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Magical mystery tour with authors Monique Roffey and Leone Ross concludes Storyfest 2021: Transformation

Winner of latest Costa Book of the Year Award among starry and diverse line-up at student-run festival

MDX Creative Writing and Media students have programmed, managed and publicised 2021’s Storyfest, previously known as the North London Literary Festival and the North London Story Festival, which ran online from Monday 15th to Thursday 18th March. This year’s theme was Transformation – chosen by the organising committee as a reflection on how we have all had to adapt in different ways to a unique situation over the past 12 months.

The festival concluded with a Q&A with Trinidad-born novelist Monique Roffey and Scottish-Jamaican heritage writer Leone Ross, who answered questions from the Storyfest organising committee and the audience on their newly published magical realist works The Mermaid of Black Conch (for which Monique won the 2021 Costa book of the year award) and This One Sky Day (Leone).

Mermaid is "a very political, feminist" reimagining of patriarchal tales of antiquity involving three love stories, said Monique: "I wrote it from my belly, I wrote it from my womb, I wrote it from my lower chakras". Leone admitted that the manuscript of This One Sky Day, set on the imaginary island of Popisho, was 600,000 words long at one stage - "as a creative writing lecturer, I know supposedly all the things about craft which include not having 23 point of view characters".

Both reflected on writing about love, with Monique, who has written candidly about sex in her novel The Tryst and memoir With the Kisses of His Mouth, noting the contrast between their work and the themes that preoccupy many Caribbean authors. "Everyone's so busy writing about social injustice and anti-colonial ting, ting, ting. What it's like to be lucky or unlucky in love... are things that aren't necessarily deemed worthy of fiction", she said.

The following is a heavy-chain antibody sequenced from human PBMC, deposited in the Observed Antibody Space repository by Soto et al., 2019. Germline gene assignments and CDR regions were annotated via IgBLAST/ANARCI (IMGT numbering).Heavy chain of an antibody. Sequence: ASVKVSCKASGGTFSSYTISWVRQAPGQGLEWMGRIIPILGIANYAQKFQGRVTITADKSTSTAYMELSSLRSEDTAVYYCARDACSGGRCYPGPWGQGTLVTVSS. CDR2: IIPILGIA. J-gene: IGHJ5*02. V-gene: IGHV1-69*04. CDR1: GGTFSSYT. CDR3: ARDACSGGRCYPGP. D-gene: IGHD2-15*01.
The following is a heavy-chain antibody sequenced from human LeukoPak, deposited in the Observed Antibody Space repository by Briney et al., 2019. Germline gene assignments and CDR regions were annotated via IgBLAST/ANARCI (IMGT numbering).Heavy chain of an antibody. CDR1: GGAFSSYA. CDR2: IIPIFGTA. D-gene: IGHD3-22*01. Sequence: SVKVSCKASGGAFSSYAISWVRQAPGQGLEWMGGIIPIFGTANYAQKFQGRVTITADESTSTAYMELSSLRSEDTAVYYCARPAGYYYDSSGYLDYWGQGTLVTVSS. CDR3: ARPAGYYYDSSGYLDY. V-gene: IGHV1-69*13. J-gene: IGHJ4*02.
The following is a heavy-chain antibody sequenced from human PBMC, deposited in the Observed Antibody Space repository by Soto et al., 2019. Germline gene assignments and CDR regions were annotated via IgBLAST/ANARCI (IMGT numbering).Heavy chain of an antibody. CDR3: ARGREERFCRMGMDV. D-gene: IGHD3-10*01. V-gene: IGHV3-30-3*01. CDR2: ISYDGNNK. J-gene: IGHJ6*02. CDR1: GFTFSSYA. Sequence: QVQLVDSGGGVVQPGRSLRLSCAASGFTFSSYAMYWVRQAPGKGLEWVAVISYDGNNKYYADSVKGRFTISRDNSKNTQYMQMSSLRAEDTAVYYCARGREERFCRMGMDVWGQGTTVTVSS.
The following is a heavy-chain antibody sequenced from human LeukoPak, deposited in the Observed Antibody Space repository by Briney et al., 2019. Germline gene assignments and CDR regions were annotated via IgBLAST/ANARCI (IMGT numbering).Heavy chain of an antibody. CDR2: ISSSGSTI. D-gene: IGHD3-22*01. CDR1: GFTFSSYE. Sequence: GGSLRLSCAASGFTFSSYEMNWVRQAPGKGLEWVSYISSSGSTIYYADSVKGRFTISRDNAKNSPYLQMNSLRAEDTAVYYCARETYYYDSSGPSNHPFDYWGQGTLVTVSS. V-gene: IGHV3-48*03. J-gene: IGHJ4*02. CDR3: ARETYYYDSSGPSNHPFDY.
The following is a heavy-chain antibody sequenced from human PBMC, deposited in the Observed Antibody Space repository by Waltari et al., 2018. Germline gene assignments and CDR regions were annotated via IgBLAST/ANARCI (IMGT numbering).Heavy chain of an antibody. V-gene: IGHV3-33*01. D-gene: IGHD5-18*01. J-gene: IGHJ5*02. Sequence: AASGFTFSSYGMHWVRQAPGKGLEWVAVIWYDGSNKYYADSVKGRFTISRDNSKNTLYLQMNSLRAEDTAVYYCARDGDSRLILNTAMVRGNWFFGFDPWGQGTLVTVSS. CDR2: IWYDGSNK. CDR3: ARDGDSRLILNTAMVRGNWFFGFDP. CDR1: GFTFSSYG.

Leone talked about her dreams of becoming an author as a little girl, when she used to cross out the author's copyright on the title page of books and put her own name there. She thinks she is drawn to writing fantastical work because "I'm interested in being happy. I'm interested in pleasing myself, I'm interested in smiling a lot when I write," and she had some advice for aspiring authors: "Write what you like, write what pleases you. Often our students talk to us about the work they're doing in the classroom and then their 'real work' like on blog sites, fan faction and are having great fun with that space. And we're [saying] trust that part of you, bring that to the classroom".

The session was hosted by third year BA English student Marisa Pavli, who Leone asked at the end of the evening what she had taken from the event. "I've learned I shouldn't be scared to put myself into new spaces" said Marisa. "This is the first time I've ever hosted. I'm an English student, I have love for everything that books and words can do to people... I've had a conversation with two really amazing women. When you talk to an author, you get a whole different layer to their work that you maybe didn't see before".

Other events during the week included:

  • Judith Bryan, whose book Bernard and the Cloth Monkey was selected by by Bernardine Evaristo for Penguin’s new series Black Britain, in conversation with MDX Senior Lecturer in Creative Writing and novelist Ariel Kahn, author of Raising Sparks, about the theme of transformation in their books
  • MDX Film Lecturer Lara Thompson appearing together with her editor Sarah Savitt to talk about her exciting debut novel, thriller One Night, New York, which won the Virago/The Pool New Crime Writer Award
  • MDX Senior Lecturer in Creative Media David Heinemann discussing his award-winning documentary Voices Apart with co-director Elvina NevardauskaitÄ—
  • Workshops with MDX Lecturer in Media Narriative James Kenworth and Lecturer in Scriptwriting David Cottis

Accompanying the live events, the Storyfest 2021 website carries content including interviews with paranormal romance writer Nalini Singh, British Fantasy Society Award-shortlisted Nadine Dalton-West and Iranian refugee writers Navid Hamzavi and Sana Nasari.

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